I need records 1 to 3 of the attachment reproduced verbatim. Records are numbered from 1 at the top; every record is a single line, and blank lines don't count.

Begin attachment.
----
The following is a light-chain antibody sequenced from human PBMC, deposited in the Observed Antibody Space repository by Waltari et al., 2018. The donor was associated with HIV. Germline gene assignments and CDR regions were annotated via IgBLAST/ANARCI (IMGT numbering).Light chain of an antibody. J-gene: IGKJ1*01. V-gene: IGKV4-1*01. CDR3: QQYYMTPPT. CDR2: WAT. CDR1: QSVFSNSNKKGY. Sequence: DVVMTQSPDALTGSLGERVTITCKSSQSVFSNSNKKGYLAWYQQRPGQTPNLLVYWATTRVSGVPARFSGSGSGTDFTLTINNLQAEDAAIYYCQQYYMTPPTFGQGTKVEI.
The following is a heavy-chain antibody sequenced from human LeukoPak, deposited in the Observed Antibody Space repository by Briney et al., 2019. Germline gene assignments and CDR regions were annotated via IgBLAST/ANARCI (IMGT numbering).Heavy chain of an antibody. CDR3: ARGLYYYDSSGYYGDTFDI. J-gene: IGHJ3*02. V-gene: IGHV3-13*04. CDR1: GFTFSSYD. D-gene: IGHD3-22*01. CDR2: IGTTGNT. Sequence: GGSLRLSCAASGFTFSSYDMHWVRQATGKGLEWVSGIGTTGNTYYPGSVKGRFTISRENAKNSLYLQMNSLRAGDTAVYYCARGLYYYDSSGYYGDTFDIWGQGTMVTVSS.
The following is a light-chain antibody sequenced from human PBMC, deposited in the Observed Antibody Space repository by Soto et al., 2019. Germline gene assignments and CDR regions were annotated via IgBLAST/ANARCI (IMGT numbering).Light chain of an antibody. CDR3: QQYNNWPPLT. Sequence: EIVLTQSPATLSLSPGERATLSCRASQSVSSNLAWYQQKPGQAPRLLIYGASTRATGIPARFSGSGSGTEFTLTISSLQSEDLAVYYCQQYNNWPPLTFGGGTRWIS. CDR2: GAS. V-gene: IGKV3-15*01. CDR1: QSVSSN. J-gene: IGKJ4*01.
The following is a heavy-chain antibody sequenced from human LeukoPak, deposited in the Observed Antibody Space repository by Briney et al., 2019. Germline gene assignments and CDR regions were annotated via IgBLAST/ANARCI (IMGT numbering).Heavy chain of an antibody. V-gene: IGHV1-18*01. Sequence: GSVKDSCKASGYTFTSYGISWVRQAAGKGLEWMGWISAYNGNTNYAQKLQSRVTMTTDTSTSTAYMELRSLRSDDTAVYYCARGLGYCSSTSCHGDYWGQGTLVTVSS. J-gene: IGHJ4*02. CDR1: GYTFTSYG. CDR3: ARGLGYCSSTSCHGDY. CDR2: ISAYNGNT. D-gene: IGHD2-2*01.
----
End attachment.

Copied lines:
The following is a light-chain antibody sequenced from human PBMC, deposited in the Observed Antibody Space repository by Waltari et al., 2018. The donor was associated with HIV. Germline gene assignments and CDR regions were annotated via IgBLAST/ANARCI (IMGT numbering).Light chain of an antibody. J-gene: IGKJ1*01. V-gene: IGKV4-1*01. CDR3: QQYYMTPPT. CDR2: WAT. CDR1: QSVFSNSNKKGY. Sequence: DVVMTQSPDALTGSLGERVTITCKSSQSVFSNSNKKGYLAWYQQRPGQTPNLLVYWATTRVSGVPARFSGSGSGTDFTLTINNLQAEDAAIYYCQQYYMTPPTFGQGTKVEI.
The following is a heavy-chain antibody sequenced from human LeukoPak, deposited in the Observed Antibody Space repository by Briney et al., 2019. Germline gene assignments and CDR regions were annotated via IgBLAST/ANARCI (IMGT numbering).Heavy chain of an antibody. CDR3: ARGLYYYDSSGYYGDTFDI. J-gene: IGHJ3*02. V-gene: IGHV3-13*04. CDR1: GFTFSSYD. D-gene: IGHD3-22*01. CDR2: IGTTGNT. Sequence: GGSLRLSCAASGFTFSSYDMHWVRQATGKGLEWVSGIGTTGNTYYPGSVKGRFTISRENAKNSLYLQMNSLRAGDTAVYYCARGLYYYDSSGYYGDTFDIWGQGTMVTVSS.
The following is a light-chain antibody sequenced from human PBMC, deposited in the Observed Antibody Space repository by Soto et al., 2019. Germline gene assignments and CDR regions were annotated via IgBLAST/ANARCI (IMGT numbering).Light chain of an antibody. CDR3: QQYNNWPPLT. Sequence: EIVLTQSPATLSLSPGERATLSCRASQSVSSNLAWYQQKPGQAPRLLIYGASTRATGIPARFSGSGSGTEFTLTISSLQSEDLAVYYCQQYNNWPPLTFGGGTRWIS. CDR2: GAS. V-gene: IGKV3-15*01. CDR1: QSVSSN. J-gene: IGKJ4*01.